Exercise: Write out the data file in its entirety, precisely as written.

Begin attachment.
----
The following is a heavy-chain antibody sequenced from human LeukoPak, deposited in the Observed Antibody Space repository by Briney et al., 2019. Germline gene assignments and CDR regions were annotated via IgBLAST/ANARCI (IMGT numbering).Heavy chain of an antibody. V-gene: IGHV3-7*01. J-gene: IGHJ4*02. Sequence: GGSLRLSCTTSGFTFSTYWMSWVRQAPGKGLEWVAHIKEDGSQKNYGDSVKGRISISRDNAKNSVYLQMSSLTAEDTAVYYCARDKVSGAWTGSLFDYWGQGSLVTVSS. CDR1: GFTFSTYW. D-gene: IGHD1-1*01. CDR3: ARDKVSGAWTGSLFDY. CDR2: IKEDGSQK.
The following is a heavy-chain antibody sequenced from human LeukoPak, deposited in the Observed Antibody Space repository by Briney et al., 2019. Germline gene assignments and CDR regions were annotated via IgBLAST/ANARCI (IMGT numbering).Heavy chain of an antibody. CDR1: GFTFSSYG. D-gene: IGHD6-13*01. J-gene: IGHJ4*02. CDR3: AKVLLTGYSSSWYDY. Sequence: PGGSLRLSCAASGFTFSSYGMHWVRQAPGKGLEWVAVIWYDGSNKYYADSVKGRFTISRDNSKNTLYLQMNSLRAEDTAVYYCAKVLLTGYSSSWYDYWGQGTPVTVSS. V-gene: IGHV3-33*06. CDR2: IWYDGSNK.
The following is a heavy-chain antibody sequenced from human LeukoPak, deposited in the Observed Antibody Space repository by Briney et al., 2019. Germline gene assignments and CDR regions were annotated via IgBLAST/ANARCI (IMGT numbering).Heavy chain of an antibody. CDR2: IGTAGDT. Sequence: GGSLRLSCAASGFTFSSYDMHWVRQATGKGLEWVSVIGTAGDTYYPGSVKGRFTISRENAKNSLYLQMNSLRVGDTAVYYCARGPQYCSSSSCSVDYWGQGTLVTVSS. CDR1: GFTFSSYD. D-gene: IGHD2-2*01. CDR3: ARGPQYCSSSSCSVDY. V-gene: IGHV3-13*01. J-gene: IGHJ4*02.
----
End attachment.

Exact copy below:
The following is a heavy-chain antibody sequenced from human LeukoPak, deposited in the Observed Antibody Space repository by Briney et al., 2019. Germline gene assignments and CDR regions were annotated via IgBLAST/ANARCI (IMGT numbering).Heavy chain of an antibody. V-gene: IGHV3-7*01. J-gene: IGHJ4*02. Sequence: GGSLRLSCTTSGFTFSTYWMSWVRQAPGKGLEWVAHIKEDGSQKNYGDSVKGRISISRDNAKNSVYLQMSSLTAEDTAVYYCARDKVSGAWTGSLFDYWGQGSLVTVSS. CDR1: GFTFSTYW. D-gene: IGHD1-1*01. CDR3: ARDKVSGAWTGSLFDY. CDR2: IKEDGSQK.
The following is a heavy-chain antibody sequenced from human LeukoPak, deposited in the Observed Antibody Space repository by Briney et al., 2019. Germline gene assignments and CDR regions were annotated via IgBLAST/ANARCI (IMGT numbering).Heavy chain of an antibody. CDR1: GFTFSSYG. D-gene: IGHD6-13*01. J-gene: IGHJ4*02. CDR3: AKVLLTGYSSSWYDY. Sequence: PGGSLRLSCAASGFTFSSYGMHWVRQAPGKGLEWVAVIWYDGSNKYYADSVKGRFTISRDNSKNTLYLQMNSLRAEDTAVYYCAKVLLTGYSSSWYDYWGQGTPVTVSS. V-gene: IGHV3-33*06. CDR2: IWYDGSNK.
The following is a heavy-chain antibody sequenced from human LeukoPak, deposited in the Observed Antibody Space repository by Briney et al., 2019. Germline gene assignments and CDR regions were annotated via IgBLAST/ANARCI (IMGT numbering).Heavy chain of an antibody. CDR2: IGTAGDT. Sequence: GGSLRLSCAASGFTFSSYDMHWVRQATGKGLEWVSVIGTAGDTYYPGSVKGRFTISRENAKNSLYLQMNSLRVGDTAVYYCARGPQYCSSSSCSVDYWGQGTLVTVSS. CDR1: GFTFSSYD. D-gene: IGHD2-2*01. CDR3: ARGPQYCSSSSCSVDY. V-gene: IGHV3-13*01. J-gene: IGHJ4*02.